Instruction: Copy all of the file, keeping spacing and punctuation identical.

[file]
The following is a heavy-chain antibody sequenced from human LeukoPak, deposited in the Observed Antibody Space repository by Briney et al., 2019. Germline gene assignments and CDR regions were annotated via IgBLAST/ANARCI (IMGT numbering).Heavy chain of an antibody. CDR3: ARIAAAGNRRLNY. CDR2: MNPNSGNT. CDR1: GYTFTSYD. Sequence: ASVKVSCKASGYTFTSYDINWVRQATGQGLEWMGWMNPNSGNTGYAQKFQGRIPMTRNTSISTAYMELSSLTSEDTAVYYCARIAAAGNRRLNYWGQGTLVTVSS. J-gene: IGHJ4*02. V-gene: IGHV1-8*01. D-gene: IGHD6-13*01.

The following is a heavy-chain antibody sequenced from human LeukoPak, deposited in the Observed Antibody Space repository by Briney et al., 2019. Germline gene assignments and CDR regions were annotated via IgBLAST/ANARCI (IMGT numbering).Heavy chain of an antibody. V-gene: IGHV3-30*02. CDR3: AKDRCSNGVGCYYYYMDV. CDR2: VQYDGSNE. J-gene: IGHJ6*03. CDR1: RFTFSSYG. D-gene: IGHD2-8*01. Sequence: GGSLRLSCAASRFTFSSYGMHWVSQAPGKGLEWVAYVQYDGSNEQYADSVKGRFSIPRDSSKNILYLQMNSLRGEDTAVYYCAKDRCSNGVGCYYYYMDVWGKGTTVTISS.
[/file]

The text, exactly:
The following is a heavy-chain antibody sequenced from human LeukoPak, deposited in the Observed Antibody Space repository by Briney et al., 2019. Germline gene assignments and CDR regions were annotated via IgBLAST/ANARCI (IMGT numbering).Heavy chain of an antibody. CDR3: ARIAAAGNRRLNY. CDR2: MNPNSGNT. CDR1: GYTFTSYD. Sequence: ASVKVSCKASGYTFTSYDINWVRQATGQGLEWMGWMNPNSGNTGYAQKFQGRIPMTRNTSISTAYMELSSLTSEDTAVYYCARIAAAGNRRLNYWGQGTLVTVSS. J-gene: IGHJ4*02. V-gene: IGHV1-8*01. D-gene: IGHD6-13*01.

The following is a heavy-chain antibody sequenced from human LeukoPak, deposited in the Observed Antibody Space repository by Briney et al., 2019. Germline gene assignments and CDR regions were annotated via IgBLAST/ANARCI (IMGT numbering).Heavy chain of an antibody. V-gene: IGHV3-30*02. CDR3: AKDRCSNGVGCYYYYMDV. CDR2: VQYDGSNE. J-gene: IGHJ6*03. CDR1: RFTFSSYG. D-gene: IGHD2-8*01. Sequence: GGSLRLSCAASRFTFSSYGMHWVSQAPGKGLEWVAYVQYDGSNEQYADSVKGRFSIPRDSSKNILYLQMNSLRGEDTAVYYCAKDRCSNGVGCYYYYMDVWGKGTTVTISS.